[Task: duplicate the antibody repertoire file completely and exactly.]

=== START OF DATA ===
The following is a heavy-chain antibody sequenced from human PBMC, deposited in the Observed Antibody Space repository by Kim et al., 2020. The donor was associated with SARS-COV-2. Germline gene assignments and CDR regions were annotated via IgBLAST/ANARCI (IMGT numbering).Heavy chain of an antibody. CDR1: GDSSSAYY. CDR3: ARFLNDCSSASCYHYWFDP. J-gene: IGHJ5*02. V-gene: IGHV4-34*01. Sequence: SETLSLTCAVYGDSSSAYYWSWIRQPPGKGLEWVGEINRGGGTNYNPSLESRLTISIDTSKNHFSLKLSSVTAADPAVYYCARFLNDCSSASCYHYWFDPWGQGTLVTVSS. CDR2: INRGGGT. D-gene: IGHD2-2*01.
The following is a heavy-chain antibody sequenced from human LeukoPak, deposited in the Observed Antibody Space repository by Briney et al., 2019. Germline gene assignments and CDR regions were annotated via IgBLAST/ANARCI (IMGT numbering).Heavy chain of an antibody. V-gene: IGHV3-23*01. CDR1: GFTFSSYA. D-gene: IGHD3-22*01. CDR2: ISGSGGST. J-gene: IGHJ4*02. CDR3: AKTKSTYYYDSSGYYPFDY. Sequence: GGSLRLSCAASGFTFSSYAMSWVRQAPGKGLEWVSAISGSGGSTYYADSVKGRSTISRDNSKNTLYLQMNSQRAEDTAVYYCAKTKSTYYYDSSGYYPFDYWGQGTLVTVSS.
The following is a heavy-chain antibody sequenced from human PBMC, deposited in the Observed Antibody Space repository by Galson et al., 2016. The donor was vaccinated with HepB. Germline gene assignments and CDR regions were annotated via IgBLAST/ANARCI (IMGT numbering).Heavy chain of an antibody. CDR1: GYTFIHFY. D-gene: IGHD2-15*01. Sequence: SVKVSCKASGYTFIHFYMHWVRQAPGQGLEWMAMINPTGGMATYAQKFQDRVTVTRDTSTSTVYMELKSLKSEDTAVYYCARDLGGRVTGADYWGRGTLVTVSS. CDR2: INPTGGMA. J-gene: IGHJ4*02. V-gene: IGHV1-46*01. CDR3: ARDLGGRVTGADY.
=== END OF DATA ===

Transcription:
The following is a heavy-chain antibody sequenced from human PBMC, deposited in the Observed Antibody Space repository by Kim et al., 2020. The donor was associated with SARS-COV-2. Germline gene assignments and CDR regions were annotated via IgBLAST/ANARCI (IMGT numbering).Heavy chain of an antibody. CDR1: GDSSSAYY. CDR3: ARFLNDCSSASCYHYWFDP. J-gene: IGHJ5*02. V-gene: IGHV4-34*01. Sequence: SETLSLTCAVYGDSSSAYYWSWIRQPPGKGLEWVGEINRGGGTNYNPSLESRLTISIDTSKNHFSLKLSSVTAADPAVYYCARFLNDCSSASCYHYWFDPWGQGTLVTVSS. CDR2: INRGGGT. D-gene: IGHD2-2*01.
The following is a heavy-chain antibody sequenced from human LeukoPak, deposited in the Observed Antibody Space repository by Briney et al., 2019. Germline gene assignments and CDR regions were annotated via IgBLAST/ANARCI (IMGT numbering).Heavy chain of an antibody. V-gene: IGHV3-23*01. CDR1: GFTFSSYA. D-gene: IGHD3-22*01. CDR2: ISGSGGST. J-gene: IGHJ4*02. CDR3: AKTKSTYYYDSSGYYPFDY. Sequence: GGSLRLSCAASGFTFSSYAMSWVRQAPGKGLEWVSAISGSGGSTYYADSVKGRSTISRDNSKNTLYLQMNSQRAEDTAVYYCAKTKSTYYYDSSGYYPFDYWGQGTLVTVSS.
The following is a heavy-chain antibody sequenced from human PBMC, deposited in the Observed Antibody Space repository by Galson et al., 2016. The donor was vaccinated with HepB. Germline gene assignments and CDR regions were annotated via IgBLAST/ANARCI (IMGT numbering).Heavy chain of an antibody. CDR1: GYTFIHFY. D-gene: IGHD2-15*01. Sequence: SVKVSCKASGYTFIHFYMHWVRQAPGQGLEWMAMINPTGGMATYAQKFQDRVTVTRDTSTSTVYMELKSLKSEDTAVYYCARDLGGRVTGADYWGRGTLVTVSS. CDR2: INPTGGMA. J-gene: IGHJ4*02. V-gene: IGHV1-46*01. CDR3: ARDLGGRVTGADY.